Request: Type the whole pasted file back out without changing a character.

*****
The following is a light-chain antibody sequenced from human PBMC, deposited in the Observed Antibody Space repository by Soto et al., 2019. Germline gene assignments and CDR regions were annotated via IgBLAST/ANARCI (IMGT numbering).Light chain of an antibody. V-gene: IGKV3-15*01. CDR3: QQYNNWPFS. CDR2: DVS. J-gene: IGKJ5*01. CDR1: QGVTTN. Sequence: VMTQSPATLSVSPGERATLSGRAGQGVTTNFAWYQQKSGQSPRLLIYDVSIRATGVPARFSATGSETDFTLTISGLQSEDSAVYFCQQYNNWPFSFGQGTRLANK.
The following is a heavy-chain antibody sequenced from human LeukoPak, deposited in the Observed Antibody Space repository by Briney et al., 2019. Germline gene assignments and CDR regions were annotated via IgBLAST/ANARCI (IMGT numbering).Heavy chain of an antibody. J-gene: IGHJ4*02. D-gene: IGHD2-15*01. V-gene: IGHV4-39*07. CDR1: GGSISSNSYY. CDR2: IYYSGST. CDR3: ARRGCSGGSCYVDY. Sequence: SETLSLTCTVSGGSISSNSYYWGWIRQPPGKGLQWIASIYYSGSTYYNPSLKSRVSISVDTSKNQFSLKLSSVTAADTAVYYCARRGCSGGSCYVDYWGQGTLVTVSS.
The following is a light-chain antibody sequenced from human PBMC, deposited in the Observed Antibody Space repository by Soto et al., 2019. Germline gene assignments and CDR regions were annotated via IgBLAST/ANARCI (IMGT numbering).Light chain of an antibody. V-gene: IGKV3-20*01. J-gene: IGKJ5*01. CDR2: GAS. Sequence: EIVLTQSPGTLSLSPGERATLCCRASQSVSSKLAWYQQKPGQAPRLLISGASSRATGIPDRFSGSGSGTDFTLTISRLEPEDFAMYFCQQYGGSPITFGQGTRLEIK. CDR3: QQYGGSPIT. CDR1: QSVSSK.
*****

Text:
The following is a light-chain antibody sequenced from human PBMC, deposited in the Observed Antibody Space repository by Soto et al., 2019. Germline gene assignments and CDR regions were annotated via IgBLAST/ANARCI (IMGT numbering).Light chain of an antibody. V-gene: IGKV3-15*01. CDR3: QQYNNWPFS. CDR2: DVS. J-gene: IGKJ5*01. CDR1: QGVTTN. Sequence: VMTQSPATLSVSPGERATLSGRAGQGVTTNFAWYQQKSGQSPRLLIYDVSIRATGVPARFSATGSETDFTLTISGLQSEDSAVYFCQQYNNWPFSFGQGTRLANK.
The following is a heavy-chain antibody sequenced from human LeukoPak, deposited in the Observed Antibody Space repository by Briney et al., 2019. Germline gene assignments and CDR regions were annotated via IgBLAST/ANARCI (IMGT numbering).Heavy chain of an antibody. J-gene: IGHJ4*02. D-gene: IGHD2-15*01. V-gene: IGHV4-39*07. CDR1: GGSISSNSYY. CDR2: IYYSGST. CDR3: ARRGCSGGSCYVDY. Sequence: SETLSLTCTVSGGSISSNSYYWGWIRQPPGKGLQWIASIYYSGSTYYNPSLKSRVSISVDTSKNQFSLKLSSVTAADTAVYYCARRGCSGGSCYVDYWGQGTLVTVSS.
The following is a light-chain antibody sequenced from human PBMC, deposited in the Observed Antibody Space repository by Soto et al., 2019. Germline gene assignments and CDR regions were annotated via IgBLAST/ANARCI (IMGT numbering).Light chain of an antibody. V-gene: IGKV3-20*01. J-gene: IGKJ5*01. CDR2: GAS. Sequence: EIVLTQSPGTLSLSPGERATLCCRASQSVSSKLAWYQQKPGQAPRLLISGASSRATGIPDRFSGSGSGTDFTLTISRLEPEDFAMYFCQQYGGSPITFGQGTRLEIK. CDR3: QQYGGSPIT. CDR1: QSVSSK.